YARMOUTH — Residents interested in green infrastructure planning, permaculture and open space protection will have an opportunity to attend two more workshops hosted by Greenprint Yarmouth.
Vanessa Farr, the town’s director of planning and development, said the Greenprint Town Hall Speaker Series is way to engage residents in the planning process to create a network of open spaces, shoreline access, trails, farms, pocket parks, pedestrian routes and green neighborhoods.
The first presentation was March 31 and provided residents with a broad overview of Yarmouth’s habitat, wildlife, natural resources and wetlands.
The next two presentations will take a more focused perspective. Speakers will explore examples of green infrastructure in Yarmouth and present ideas to expand to a greener way of building neighborhoods.
The second presentation is scheduled for Thursday at 7 p.m. in the Town Hall Community Room and will be hosted by Farr and Terrence DeWan, landscape architect and principal at Terrence DeWan & Associates. They will discuss “Connecting Places & Spaces” to explore Yarmouth’s existing green resources.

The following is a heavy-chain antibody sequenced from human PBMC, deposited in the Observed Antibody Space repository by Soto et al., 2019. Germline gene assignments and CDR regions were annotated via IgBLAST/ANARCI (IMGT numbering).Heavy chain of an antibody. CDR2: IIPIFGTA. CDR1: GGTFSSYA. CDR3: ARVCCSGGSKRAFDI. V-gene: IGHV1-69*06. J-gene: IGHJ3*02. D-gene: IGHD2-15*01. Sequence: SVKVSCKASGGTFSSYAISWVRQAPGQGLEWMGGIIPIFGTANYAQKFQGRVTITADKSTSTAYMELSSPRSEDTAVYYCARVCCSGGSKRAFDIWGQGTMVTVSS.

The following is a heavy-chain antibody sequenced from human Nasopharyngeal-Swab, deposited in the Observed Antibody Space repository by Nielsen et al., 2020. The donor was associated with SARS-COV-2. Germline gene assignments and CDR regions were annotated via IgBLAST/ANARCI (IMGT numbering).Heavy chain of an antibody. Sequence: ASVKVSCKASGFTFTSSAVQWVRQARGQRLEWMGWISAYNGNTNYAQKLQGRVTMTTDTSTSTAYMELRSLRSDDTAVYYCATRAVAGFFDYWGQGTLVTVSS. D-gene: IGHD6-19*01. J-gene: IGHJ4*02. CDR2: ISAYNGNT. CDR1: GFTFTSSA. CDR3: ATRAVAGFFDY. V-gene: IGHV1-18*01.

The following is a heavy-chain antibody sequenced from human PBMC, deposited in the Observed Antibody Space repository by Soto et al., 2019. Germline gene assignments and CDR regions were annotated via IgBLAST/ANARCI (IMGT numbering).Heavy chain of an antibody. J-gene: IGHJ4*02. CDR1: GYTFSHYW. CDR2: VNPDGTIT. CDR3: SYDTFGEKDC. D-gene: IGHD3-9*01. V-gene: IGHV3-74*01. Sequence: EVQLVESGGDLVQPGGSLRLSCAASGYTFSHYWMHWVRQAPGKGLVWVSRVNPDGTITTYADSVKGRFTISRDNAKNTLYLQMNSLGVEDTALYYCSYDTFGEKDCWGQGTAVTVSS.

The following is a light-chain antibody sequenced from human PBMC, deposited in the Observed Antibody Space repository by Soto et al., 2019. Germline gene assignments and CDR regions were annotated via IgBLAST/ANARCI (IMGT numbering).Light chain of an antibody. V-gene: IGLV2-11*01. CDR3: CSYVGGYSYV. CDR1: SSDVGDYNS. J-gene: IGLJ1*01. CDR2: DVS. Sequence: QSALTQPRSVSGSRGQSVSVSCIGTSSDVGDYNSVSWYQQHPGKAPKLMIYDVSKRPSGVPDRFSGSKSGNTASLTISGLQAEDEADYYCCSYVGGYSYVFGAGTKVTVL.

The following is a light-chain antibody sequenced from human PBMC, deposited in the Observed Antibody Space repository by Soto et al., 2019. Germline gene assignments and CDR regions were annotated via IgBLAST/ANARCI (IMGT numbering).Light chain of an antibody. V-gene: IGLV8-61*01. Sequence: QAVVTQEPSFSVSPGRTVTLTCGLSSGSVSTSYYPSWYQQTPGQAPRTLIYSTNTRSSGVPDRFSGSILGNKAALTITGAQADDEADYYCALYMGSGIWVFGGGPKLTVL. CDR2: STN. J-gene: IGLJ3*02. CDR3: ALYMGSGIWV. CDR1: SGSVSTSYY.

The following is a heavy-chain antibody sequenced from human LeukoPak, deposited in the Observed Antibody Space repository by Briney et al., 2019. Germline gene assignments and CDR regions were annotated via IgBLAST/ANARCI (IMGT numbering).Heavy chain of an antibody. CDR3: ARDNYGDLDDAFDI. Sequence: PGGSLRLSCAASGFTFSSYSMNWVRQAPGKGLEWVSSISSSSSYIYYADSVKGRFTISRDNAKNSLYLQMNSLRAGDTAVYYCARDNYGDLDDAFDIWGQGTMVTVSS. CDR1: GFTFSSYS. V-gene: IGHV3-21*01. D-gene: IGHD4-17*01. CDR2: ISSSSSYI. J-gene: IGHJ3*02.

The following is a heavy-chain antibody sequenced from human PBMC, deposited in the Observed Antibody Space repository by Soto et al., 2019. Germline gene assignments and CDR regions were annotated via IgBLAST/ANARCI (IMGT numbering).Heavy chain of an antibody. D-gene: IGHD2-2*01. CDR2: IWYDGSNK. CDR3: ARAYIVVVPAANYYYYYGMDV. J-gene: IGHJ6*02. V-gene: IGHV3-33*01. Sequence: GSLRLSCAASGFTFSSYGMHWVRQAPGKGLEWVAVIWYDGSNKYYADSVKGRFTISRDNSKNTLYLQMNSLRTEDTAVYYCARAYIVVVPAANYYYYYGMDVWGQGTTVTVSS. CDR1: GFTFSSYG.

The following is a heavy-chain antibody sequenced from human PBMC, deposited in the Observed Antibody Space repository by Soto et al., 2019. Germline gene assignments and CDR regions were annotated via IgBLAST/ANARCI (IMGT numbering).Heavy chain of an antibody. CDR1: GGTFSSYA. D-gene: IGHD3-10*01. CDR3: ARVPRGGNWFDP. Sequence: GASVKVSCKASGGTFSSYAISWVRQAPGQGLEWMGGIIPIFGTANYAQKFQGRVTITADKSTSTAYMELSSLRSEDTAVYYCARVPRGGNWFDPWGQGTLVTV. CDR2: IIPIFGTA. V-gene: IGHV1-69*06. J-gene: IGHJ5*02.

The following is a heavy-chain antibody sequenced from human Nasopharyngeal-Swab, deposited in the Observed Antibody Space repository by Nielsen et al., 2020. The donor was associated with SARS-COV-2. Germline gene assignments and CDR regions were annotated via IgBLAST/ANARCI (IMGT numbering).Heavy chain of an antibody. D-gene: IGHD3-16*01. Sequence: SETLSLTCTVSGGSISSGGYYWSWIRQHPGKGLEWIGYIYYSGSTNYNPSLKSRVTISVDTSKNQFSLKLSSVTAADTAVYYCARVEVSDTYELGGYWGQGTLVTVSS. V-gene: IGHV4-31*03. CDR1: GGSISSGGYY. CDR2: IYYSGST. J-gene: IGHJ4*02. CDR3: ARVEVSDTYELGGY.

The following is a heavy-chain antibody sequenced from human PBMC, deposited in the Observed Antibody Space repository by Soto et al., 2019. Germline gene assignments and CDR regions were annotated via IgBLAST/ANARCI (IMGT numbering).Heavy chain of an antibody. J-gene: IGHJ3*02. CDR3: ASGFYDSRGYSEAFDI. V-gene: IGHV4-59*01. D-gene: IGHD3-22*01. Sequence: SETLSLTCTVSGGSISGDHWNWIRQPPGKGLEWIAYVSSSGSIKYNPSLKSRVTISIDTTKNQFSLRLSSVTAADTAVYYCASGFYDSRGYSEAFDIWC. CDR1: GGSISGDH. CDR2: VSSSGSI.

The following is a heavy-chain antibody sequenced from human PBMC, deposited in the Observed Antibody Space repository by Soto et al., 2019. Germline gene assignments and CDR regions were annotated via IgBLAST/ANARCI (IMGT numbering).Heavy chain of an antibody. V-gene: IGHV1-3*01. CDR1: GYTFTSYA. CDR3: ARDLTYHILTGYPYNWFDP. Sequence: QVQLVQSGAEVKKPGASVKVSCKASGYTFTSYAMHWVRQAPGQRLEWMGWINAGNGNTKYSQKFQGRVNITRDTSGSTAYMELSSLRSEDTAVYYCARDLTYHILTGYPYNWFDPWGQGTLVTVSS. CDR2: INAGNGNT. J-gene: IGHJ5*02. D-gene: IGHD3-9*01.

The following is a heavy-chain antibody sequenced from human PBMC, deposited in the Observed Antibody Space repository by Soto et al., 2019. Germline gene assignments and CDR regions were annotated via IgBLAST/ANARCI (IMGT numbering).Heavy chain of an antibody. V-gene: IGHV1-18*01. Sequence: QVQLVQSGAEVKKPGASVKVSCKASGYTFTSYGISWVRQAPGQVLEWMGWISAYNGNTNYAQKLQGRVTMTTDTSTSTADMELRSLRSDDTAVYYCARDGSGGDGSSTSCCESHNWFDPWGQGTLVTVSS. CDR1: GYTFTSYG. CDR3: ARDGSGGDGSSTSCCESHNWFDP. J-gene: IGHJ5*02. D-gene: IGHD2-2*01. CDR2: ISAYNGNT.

“We will discuss what green infrastructure means in Yarmouth, think about how we use the land we have and how to enhance it,” Farr said. “These workshops are a chance for us to look differently at how we design the places we live.”
Lisa Fernandes, the organizer and founding member of Portland Maine Permaculture, will lead a discussion on permaculture practices on April 21. Her workshop, “Permaculture and Connecting to the Greenprint: Starting at Your Own Back Door,” will cover the fundamentals of permacultre and explore how to implement practical and innovative strategies for a sustainable home and ecosystem.
Farr said the Greenprint speaker series provides the community an opportunity to learn about sustainability, agricultural urbanism and permaculture.
“We want people to get inspired and think about how we can better manage our town land,” she said. “The workshops will be fun and hopefully appealing to a variety of people.”
Farr said momentum will continue through the spring and summer with a series of hands-on public workshops for residents to review community maps and see where green infrastructure can be developed.
“We want to consolidate the data, get public feedback and make positive changes,” she said. “